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Mercedes-Benz Vans launched its new mid-size van—the Vito—at the Chengdu Motor Show in China on Friday. The first batch of the new Vito rolled off the production line at Daimler’s local joint venture Fujian Benz Automotive Co., Ltd. (FBAC) in Fuzhou in August. The new Vito will be ready for delivery to dealers at the end of September. In an event to be held this Wednesday at its “Van Innovation Campus” in Stuttgart, Mercedes-Benz Vans will unveil its vision of the van of the future: connected and electrically powered. (In July, Daimler Trucks unveiled the Mercedes-Benz Urban eTruck, an all-electric, short-radius distribution heavy-duty truck, based on a three-axle truck from Mercedes-Benz. Earlier post.) With the launch of the new Vito in China, we completed the roll-out of our highly successful mid-size segment in this growing market. This is another milestone of our ‘Mercedes-Benz Vans goes global’ growth strategy. We have successfully entered numerous markets with the new Vito since its launch in 2014—over 65 in total—and we have significantly increased unit sales ever since. We are convinced it will be as compelling to customers in China, too. In March, Mercedes-Benz Vans successfully launched its mid-size multi-purpose vehicle (MPV) V-Class in China. With the Vito and V-Class, Mercedes-Benz Vans has turned its mid-size segment offering into a strong second pillar of its product portfolio in addition to the large van Sprinter. In the first half of 2016, Vito and V-Class continued to be the strongest sales drivers. Mercedes-Benz Vans delivered approximately 46,000 Vito models to customers (plus 40%) and 23,300 V-Class models (plus 66%). Total sales of Mercedes-Benz Vans increased by 21% to approximately 176,200 vehicles—a new record. China was the strongest growth market for Mercedes-Benz Vans with an increase in sales of 104% to approximately 5,700 units. In the second quarter of 2016, Mercedes-Benz Vans achieved its best ever quarterly EBIT of €401 million (US$447 million) (previous year: €234 million, plus 71%) and its best ever quarterly RoS of 11.7% (previous year: 8.3%t, plus 41%). It also achieved second quarter record sales of 99,600 units (previous year: 81,600, plus 22%) and revenues of €3,441 million (US$3,835 million) (previous year 2,829 million Euros, plus 22%). The highly versatile new Vito is a practical premium mid-size van that offers both space and value. Its adaptability makes it ideal for China’s rapidly growing small- and medium-sized enterprises. It is the only vehicle in its segment offering AGILITY CONTROL suspension with frequency-selective damping. Alongside the Sprinter, the Vito is now Mercedes-Benz Vans’ second “world van”. Following its introduction in Europe and in other global markets in 2014, the Vito has been available in Latin America, the USA and Canada—in both North American markets it is known as the Metris—since 2015. The introduction in China completes its global launch. With its attractive design and wide choice of variants, the new vehicle sets the standard in its segment. Fujian Benz Automotive invested around €200 million (US$223 million) in China (1.4 billion RMB) for the production of the new mid-size models Vito and V-Class. In addition to increasing the localization of components and features for these new models, the investment improved the preparation and modernization of the body shell and assembly, as well as providing for the qualification of staff in the company’s Fuzhou plant. All global mid-size production sites of Mercedes-Benz Vans—in the USA and Argentina, in addition to China—cooperate closely with the specialists at the plant in Vitoria, Mercedes-Benz Vans’ global competence center for mid-size vehicles in Spain. The plant in Vitoria, with very high capacity utilization, supplies all other global markets with the V-Class and—together with the plants in Argentina and the US—all other global markets with the Vito. Numerous employees from China have undergone intensive training in Vitoria, while the experts from Spain were on hand to assist their Chinese colleagues with the ramp-up of production on-site. Mercedes-Benz Vans expanded its plant in Fuzhou in the south-east of China with its first research and development center outside Germany in 2013. The center focuses on models that are locally produced and marketed. In the development process of the new Vito it was thus possible to take full account of the market and requirements in China.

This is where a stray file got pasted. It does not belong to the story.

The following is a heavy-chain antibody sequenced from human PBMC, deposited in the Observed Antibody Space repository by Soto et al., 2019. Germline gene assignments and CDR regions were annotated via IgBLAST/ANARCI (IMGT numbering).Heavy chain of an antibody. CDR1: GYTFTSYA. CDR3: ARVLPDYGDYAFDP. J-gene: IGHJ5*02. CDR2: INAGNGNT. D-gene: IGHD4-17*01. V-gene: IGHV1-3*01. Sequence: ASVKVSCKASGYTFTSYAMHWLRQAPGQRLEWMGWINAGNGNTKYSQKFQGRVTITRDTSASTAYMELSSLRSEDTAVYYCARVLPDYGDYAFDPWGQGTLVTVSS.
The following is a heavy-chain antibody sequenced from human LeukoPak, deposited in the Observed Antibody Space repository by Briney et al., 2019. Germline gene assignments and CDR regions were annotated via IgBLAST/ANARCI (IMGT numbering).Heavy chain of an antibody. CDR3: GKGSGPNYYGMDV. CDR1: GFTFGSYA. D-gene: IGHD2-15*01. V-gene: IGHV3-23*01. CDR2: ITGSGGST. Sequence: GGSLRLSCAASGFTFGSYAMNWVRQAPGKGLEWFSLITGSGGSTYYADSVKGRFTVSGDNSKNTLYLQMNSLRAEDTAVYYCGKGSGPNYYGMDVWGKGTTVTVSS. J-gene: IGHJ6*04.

News Article